H1N1 Vaccine Shortage Is Expected as Swine Flu Continues to Spread

Children received swine flu vaccine for the first time on Tuesday. Meanwhile, federal health officials deny popular myths about the pandemic and the vaccine made to stop it.

Dr. Thomas R. Frieaden, director of the Centers for Disease Control and Prevention, said in an afternoon news conference that the most common misperceptions are that this flu should ever be called a “mild disease,” that the vaccine is untested and that it has arrived too late.

Dr. Thomas A. Farley, the city’s new health commissioner, said he expected a vaccine shortage until the end of the month, when a batch of 1.2 million is scheduled to arrive.

Flu is widespread across the country and some hospitals are getting so many emergency room visits that they have set up triage tents, but Dr. Frieden said one problem that planners had feared has yet to emerge: no intensive care units have had more patients than ventilators — something that did happen in one Canadian province last spring, The New York Times reports.

In the meantime, Tuesday night thousands of doses of swine flu vaccine began to arrive in the Washington region as a private high school in Laurel became the first in the area to close for disinfection after more than 100 students missed class, many with complaints of illness.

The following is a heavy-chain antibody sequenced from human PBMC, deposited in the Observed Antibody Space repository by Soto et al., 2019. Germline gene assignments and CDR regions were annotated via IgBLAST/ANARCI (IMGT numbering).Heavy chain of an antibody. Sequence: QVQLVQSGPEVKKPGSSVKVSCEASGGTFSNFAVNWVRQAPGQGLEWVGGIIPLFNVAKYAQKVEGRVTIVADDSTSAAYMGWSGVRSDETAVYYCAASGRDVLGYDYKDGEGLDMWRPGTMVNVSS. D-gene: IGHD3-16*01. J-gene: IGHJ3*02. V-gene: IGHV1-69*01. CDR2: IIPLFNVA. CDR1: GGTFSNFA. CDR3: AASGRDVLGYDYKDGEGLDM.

Stephen J. Edmonds, principal and president of St. Vincent Pallotti High School, said there had been five confirmed cases of H1N1 influenza, known as swine flu, among students at the school since the beginning of the school year. Edmonds said about 100 of the school's 500 students missed class Tuesday "for various reasons," including swine flu and seasonal flu.

Because of the high absentee rate, Edmonds ordered the school closed Wednesday to allow professional cleaners to disinfect surfaces touched by students.

"It's just precautionary," Edmonds said. "We want to make sure we provide the safest environment for the students," The Washington Post reports.

It was also reported, the Polk County Health Department has announced it is canceling its community flu and pneumonia clinics because of a lack of vaccine.
Thirty-one community clinics had been scheduled for a two-week period beginning Wednesday through Oct. 25.

Polk County Health Department director Terri Henkels says the county has less than 1,000 doses of the flu shots left. She said the shots will be given on a walk-in basis at the department's Carpenter Avenue clinic.

Henkels says her department has more vaccine on order, but the shipment has been delayed until early or mid-November. She adds the department may not get its entire order, Chicago Tribune reports.

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